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Bodies and environments in Italy and England

This book explores whether early modern people cared about their health, and what did it mean to lead a healthy life in Italy and England. According to the Galenic-Hippocratic tradition, 'preservative' medicine was one of the three central pillars of the physician's art. Through a range of textual evidence, images and material artefacts, the book documents the profound impact which ideas about healthy living had on daily practices as well as on intellectual life and the material world in Italy and England. Staying healthy and health conservation was understood as depending on the careful management of the six 'Non-Naturals': the air one breathed, food and drink, excretions, sleep, exercise and repose, and the 'passions of the soul'. The book provides fresh evidence about the centrality of the Non-Naturals in relation to groups whose health has not yet been investigated in works about prevention: babies, women and convalescents. Pregnancy constituted a frequent physical state for many women of the early modern European aristocracy. The emphasis on motion and rest, cleansing the body, and improving the mental and spiritual states made a difference for the aristocratic woman's success in the trade of frequent pregnancy and childbirth. Preventive advice was not undifferentiated, nor simply articulated by individual complexion. Examining the roles of the Non-Naturals, the book provides a more holistic view of convalescent care. It also deals with the paradoxical nature of perceptions about the Neapolitan environment and the way in which its airs were seen to affect human bodies and health.

Military health care and the management of manpower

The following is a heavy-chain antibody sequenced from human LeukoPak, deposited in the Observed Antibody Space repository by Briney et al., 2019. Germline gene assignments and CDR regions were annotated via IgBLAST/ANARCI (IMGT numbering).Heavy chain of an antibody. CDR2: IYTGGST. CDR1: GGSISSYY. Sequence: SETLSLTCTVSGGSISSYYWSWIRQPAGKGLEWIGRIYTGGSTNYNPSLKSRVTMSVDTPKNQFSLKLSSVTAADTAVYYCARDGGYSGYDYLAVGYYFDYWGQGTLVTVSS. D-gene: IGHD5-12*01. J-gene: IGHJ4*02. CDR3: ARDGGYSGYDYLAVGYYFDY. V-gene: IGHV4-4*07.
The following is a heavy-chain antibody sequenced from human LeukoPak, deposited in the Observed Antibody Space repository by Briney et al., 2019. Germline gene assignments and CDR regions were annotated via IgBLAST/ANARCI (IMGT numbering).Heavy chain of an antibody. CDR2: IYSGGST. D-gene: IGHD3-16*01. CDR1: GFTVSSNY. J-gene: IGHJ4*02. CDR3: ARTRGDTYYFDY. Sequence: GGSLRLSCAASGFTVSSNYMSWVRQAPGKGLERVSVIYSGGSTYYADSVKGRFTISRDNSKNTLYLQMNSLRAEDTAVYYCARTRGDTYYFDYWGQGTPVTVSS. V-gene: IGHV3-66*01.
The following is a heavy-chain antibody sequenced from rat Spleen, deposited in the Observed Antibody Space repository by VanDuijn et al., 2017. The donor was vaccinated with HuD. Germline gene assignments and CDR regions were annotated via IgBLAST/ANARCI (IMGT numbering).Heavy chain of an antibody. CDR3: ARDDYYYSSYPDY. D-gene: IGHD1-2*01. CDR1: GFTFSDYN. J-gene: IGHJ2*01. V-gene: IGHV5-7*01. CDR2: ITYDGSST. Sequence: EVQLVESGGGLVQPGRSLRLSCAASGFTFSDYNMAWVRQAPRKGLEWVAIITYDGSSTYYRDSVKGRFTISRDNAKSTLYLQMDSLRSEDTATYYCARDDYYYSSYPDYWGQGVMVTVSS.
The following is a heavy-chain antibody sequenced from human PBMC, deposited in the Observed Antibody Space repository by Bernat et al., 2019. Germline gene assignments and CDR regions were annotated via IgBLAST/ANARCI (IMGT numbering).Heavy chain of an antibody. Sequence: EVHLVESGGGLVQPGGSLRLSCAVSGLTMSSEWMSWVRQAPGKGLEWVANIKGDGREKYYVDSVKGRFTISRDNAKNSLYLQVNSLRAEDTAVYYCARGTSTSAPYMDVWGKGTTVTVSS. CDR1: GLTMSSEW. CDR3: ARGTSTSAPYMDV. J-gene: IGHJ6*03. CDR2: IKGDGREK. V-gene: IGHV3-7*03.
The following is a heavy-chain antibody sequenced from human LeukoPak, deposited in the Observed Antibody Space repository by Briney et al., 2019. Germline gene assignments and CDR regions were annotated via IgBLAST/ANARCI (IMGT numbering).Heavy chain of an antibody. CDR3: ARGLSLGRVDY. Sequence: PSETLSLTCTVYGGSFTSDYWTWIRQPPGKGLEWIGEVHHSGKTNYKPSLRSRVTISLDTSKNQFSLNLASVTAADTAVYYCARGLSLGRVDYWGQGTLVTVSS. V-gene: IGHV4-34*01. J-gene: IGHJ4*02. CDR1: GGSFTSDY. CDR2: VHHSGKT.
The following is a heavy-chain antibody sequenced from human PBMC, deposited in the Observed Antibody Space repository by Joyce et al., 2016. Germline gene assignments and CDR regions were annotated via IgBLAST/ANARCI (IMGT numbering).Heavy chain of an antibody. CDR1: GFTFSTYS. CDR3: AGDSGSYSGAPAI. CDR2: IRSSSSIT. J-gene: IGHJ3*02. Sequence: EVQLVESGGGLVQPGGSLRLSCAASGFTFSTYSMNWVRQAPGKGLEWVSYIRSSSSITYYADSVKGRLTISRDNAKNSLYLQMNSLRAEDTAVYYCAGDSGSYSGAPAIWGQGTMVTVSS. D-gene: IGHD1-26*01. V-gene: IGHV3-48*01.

Sebastian Pranghofer

The century after the end of the Thirty Years’ War (1618–48) is usually characterised as a period of accelerated state formation within the Holy Roman Empire. 1 During this period, the close proximity and imbrication of civil and military medicine reshaped notions of military manpower as one of the key assets of the early modern state. Individual soldiers and their bodies were transformed into populations that could be measured and managed on a large scale. 2

in Accounting for health
Author: Emily Cock

This book explores seventeenth- and eighteenth-century Britain’s experiences with and responses to the surgical reconstruction of the nose, and the concerns and possibilities raised by the idea of ‘nose transplants’ in this period. Challenging histories of plastic surgery that posit a complete disappearance of Gaspare Tagliacozzi’s reconstructive operation after his death in 1599, the book traces the actual extent of this knowledge within the medical community in order to uncover why such a procedure was anathema to early modern British culture. Medical knowledge of Tagliacozzi’s autograft rhinoplasty was overtaken by a spurious story, widely related in contemporary literature, that the nose would be constructed from flesh purchased from a social inferior, and would die with the vendor. The volume therefore explores this narrative in detail for its role in the procedure’s stigmatisation, its engagement with the doctrine of medical sympathy, and its attempt to commoditise living human flesh. Utilising medical research and book histories alongside literary criticism, the project historicises key modern questions about the commodification and limits of the human body, the impact of popular culture on medical practice, and the ethical connotations of bodily modification as response to stigma.

Sasha Handley

7 Sleep-piety and healthy sleep in early modern English households Sasha Handley Despise not the Rules for promoting Health and Temperance, the ways of God and Nature are plain and simple, but mighty in operation and effects, the Body is an Instrument to the Soul, and being out of tune no harmony can be expected in the microcosm.1 The merchant, campaigner for vegetarianism and author of popular lifestyle guides Thomas Tryon was convinced that a strict regimen of bodily discipline held the key to the long-term preservation of physical and spiritual health.2 He

in Conserving health in early modern culture
Benjamin Hazard

In Early Modern Europe, the provision of military medical care was one of the many challenges caused by widespread and persistent warfare. During active conflict, warring parties established hospitals to care for personnel in army and naval service. According to Ole Peter Grell, the development of military hospital systems shows the significance that nation states attached to healthcare for their forces. 1 Moreover, Geoffrey Parker has referred to first-rate methods of medical treatment devised by the Spanish Army

in Early Modern Ireland and the world of medicine